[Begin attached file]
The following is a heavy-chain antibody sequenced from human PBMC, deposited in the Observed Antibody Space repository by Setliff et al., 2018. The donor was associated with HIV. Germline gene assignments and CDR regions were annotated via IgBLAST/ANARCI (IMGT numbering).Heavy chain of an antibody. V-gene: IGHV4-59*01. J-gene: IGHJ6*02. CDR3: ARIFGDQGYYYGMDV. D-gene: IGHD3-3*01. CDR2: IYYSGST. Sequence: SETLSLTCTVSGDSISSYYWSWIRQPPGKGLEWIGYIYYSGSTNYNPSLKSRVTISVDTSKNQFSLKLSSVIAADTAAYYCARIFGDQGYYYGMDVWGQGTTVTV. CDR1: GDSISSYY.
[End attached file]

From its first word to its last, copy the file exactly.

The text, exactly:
The following is a heavy-chain antibody sequenced from human PBMC, deposited in the Observed Antibody Space repository by Setliff et al., 2018. The donor was associated with HIV. Germline gene assignments and CDR regions were annotated via IgBLAST/ANARCI (IMGT numbering).Heavy chain of an antibody. V-gene: IGHV4-59*01. J-gene: IGHJ6*02. CDR3: ARIFGDQGYYYGMDV. D-gene: IGHD3-3*01. CDR2: IYYSGST. Sequence: SETLSLTCTVSGDSISSYYWSWIRQPPGKGLEWIGYIYYSGSTNYNPSLKSRVTISVDTSKNQFSLKLSSVIAADTAAYYCARIFGDQGYYYGMDVWGQGTTVTV. CDR1: GDSISSYY.